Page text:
On the week-end I finished reading All That I Am, by Anna Funder. The same friend who had previously lent me copies of The Narrow Road to the Deep North and All Quiet on the Western Front also once told me that ATIA was one of her most favourite novels written in recent times (as opposed to classics or novels written and published decades ago).
It was probably about three years ago that she told me this. I wrote the name of the book down on a bit of scrap paper (we were at work at the time), and fully intended to read it. I can’t remember why she never lent me a copy of ATIA (too precious?) but I set out to find it in book stores. I don’t think I’d heard of it before, but apparently it was a number-one bestseller at some point. Continue reading
There’s a particular scene from The Grapes of Wrath that has stayed with me longer than I could have expected it to (although I’m also not surprised that it has). I can remember parts of the novel if I stop and think about it, but this one part pops into my mind of its own accord. [Warning: spoilers in the next paragraph.] Continue reading
The dialogue in The Grapes of Wrath was a bit hard to get my head around at first, but I suppose I got used to it soon enough. It’s actually really grown on me. I quite like it now. Half worried it’s slipping into my own way of talking, but half don’t mind that it is.
There’s something about the way they speak in TGW that feels more honest and genuine. Unpretentious. You mean to say something so you say it, and you don’t dress it up with fancy words, and you don’t even worry about getting all the words in line with grammar and such. (I still have to spell things correctly, though. Can’t let myself spell words incorrectly when I’m writing.) Continue reading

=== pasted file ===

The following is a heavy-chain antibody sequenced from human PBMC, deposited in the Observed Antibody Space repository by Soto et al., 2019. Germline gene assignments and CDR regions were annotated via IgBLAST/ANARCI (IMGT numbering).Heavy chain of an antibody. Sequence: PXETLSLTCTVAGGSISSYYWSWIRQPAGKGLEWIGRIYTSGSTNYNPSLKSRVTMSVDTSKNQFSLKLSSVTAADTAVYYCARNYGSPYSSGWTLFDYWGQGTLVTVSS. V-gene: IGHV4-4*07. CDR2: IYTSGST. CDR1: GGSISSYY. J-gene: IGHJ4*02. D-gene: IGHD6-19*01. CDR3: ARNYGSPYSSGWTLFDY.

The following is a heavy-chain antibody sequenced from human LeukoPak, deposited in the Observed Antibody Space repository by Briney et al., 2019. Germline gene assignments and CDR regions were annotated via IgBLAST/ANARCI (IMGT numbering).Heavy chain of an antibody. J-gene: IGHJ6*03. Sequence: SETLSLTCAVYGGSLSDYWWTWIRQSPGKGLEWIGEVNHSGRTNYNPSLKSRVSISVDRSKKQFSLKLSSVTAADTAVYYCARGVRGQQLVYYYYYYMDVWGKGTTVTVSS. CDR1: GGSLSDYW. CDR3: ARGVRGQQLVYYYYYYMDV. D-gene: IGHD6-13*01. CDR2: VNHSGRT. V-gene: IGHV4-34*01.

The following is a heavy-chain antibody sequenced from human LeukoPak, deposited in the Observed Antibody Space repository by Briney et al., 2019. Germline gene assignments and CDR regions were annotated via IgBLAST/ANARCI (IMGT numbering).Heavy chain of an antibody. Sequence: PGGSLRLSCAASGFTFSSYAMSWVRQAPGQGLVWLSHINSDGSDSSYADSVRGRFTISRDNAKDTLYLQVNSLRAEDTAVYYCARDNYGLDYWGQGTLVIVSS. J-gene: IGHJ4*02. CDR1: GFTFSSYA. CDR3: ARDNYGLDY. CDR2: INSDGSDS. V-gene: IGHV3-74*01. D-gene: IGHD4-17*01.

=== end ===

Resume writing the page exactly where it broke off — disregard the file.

I wonder how many blog posts I start with “I’ve been reading [insert book title]” or something along those lines… There’s no doubt that books give me plenty of food for thought, and writing is how I digest those thoughts. Here is another such post.
This last month or two, I’ve been reading John Steinbeck’s The Grapes of Wrath. It was lent to me by a friend from work because I’d expressed interest in reading more of Steinbeck’s novels. Previously, I’d only read Of Mice and Men, and that was all the way back in high school. Continue reading
I’ve been reading Anne Lamott’s Bird by Bird. I borrowed a copy from the library, on a whim, several weeks ago. I’d heard about it before – I’d heard really good things about it. I’ve seen one of her TED Talks, and she seems like a really genuine, down-to-earth person. She seems like someone I could learn a lot from.
(Arguably, you could learn a lot from just about anyone. It just depends on whether you actually want to learn those things or not.)
I probably hadn’t even finished the introduction before I started considering getting a copy of my own. I almost made it halfway before I decided to buy my own copy, and returned the one I was reading to the library. Continue reading
Last year I went to the Brisbane Writers Festival, and attended a panel discussion in which I practically fell in love with a book I’d never heard of before, let alone read: Birds Art Life Death by Kyo Maclear. All it took was for Maclear to talk about the book a bit, and I knew this was something I had to read. And it wasn’t that she was just really good at pitching it – she was just explaining what the book was about, and it seemed to be everything I wanted to read. Continue reading